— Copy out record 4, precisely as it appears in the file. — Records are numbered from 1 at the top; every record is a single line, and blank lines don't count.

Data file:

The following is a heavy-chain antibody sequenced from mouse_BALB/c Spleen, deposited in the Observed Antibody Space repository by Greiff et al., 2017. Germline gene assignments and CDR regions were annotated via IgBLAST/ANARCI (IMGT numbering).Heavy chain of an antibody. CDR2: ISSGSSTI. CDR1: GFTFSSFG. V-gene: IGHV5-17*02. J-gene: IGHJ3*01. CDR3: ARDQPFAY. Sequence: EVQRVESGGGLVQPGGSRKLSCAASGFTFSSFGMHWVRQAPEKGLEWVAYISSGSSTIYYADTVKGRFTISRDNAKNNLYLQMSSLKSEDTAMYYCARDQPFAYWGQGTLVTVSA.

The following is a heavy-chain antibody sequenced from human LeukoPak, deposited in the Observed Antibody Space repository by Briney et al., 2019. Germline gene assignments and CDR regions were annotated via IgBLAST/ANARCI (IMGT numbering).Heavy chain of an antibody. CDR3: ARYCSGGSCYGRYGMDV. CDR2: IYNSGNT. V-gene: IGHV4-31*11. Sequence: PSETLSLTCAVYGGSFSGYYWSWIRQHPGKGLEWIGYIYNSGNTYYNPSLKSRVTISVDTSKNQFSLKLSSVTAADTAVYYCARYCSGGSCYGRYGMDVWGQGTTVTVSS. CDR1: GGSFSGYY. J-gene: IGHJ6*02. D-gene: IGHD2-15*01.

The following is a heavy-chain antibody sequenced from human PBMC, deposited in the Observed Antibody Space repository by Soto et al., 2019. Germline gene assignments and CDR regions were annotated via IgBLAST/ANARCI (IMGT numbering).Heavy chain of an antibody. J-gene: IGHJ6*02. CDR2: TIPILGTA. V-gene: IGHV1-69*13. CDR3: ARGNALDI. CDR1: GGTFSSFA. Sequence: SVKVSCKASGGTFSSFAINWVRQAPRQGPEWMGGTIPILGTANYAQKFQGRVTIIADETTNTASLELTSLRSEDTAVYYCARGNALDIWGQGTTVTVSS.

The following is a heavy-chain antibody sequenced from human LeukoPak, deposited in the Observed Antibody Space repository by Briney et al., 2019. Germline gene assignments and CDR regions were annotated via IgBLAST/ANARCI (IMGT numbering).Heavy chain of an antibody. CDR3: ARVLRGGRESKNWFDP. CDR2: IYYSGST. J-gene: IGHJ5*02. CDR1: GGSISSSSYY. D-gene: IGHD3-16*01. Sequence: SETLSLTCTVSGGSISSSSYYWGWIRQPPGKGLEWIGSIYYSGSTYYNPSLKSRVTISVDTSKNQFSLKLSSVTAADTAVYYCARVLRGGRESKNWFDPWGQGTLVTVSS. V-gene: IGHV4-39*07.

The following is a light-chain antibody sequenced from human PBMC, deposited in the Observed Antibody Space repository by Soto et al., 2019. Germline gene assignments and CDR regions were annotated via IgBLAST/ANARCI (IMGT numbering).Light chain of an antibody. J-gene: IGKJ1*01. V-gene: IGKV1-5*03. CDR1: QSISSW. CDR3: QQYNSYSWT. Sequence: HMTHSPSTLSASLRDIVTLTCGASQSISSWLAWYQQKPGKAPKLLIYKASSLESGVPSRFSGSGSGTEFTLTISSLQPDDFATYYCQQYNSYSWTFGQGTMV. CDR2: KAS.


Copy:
The following is a heavy-chain antibody sequenced from human LeukoPak, deposited in the Observed Antibody Space repository by Briney et al., 2019. Germline gene assignments and CDR regions were annotated via IgBLAST/ANARCI (IMGT numbering).Heavy chain of an antibody. CDR3: ARVLRGGRESKNWFDP. CDR2: IYYSGST. J-gene: IGHJ5*02. CDR1: GGSISSSSYY. D-gene: IGHD3-16*01. Sequence: SETLSLTCTVSGGSISSSSYYWGWIRQPPGKGLEWIGSIYYSGSTYYNPSLKSRVTISVDTSKNQFSLKLSSVTAADTAVYYCARVLRGGRESKNWFDPWGQGTLVTVSS. V-gene: IGHV4-39*07.